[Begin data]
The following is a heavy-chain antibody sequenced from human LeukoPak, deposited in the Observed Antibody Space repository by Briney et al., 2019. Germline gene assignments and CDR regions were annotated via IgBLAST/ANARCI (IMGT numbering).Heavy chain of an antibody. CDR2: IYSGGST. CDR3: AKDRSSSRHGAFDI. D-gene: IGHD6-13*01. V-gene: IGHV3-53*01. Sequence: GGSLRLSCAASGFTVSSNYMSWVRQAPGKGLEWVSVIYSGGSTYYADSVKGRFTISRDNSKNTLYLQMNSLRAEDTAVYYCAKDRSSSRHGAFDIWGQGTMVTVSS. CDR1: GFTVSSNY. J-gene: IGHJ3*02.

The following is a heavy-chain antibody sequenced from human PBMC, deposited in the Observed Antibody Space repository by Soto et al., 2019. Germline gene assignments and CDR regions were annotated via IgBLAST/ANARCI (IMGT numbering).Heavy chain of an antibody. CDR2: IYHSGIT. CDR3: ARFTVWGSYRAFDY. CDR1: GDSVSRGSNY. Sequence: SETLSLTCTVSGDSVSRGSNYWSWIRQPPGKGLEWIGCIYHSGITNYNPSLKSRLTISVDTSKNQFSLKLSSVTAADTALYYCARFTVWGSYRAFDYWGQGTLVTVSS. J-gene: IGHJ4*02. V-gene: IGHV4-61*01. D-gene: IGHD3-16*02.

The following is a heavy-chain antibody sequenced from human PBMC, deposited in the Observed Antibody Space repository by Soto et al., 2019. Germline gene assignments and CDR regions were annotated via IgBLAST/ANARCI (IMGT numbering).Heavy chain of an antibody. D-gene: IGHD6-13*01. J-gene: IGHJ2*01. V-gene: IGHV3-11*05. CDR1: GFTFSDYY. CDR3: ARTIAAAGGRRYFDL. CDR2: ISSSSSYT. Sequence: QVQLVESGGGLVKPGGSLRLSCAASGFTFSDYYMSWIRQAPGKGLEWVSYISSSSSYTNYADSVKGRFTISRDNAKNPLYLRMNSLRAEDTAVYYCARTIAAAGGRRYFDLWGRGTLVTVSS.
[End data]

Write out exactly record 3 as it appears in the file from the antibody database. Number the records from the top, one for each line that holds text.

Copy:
The following is a heavy-chain antibody sequenced from human PBMC, deposited in the Observed Antibody Space repository by Soto et al., 2019. Germline gene assignments and CDR regions were annotated via IgBLAST/ANARCI (IMGT numbering).Heavy chain of an antibody. D-gene: IGHD6-13*01. J-gene: IGHJ2*01. V-gene: IGHV3-11*05. CDR1: GFTFSDYY. CDR3: ARTIAAAGGRRYFDL. CDR2: ISSSSSYT. Sequence: QVQLVESGGGLVKPGGSLRLSCAASGFTFSDYYMSWIRQAPGKGLEWVSYISSSSSYTNYADSVKGRFTISRDNAKNPLYLRMNSLRAEDTAVYYCARTIAAAGGRRYFDLWGRGTLVTVSS.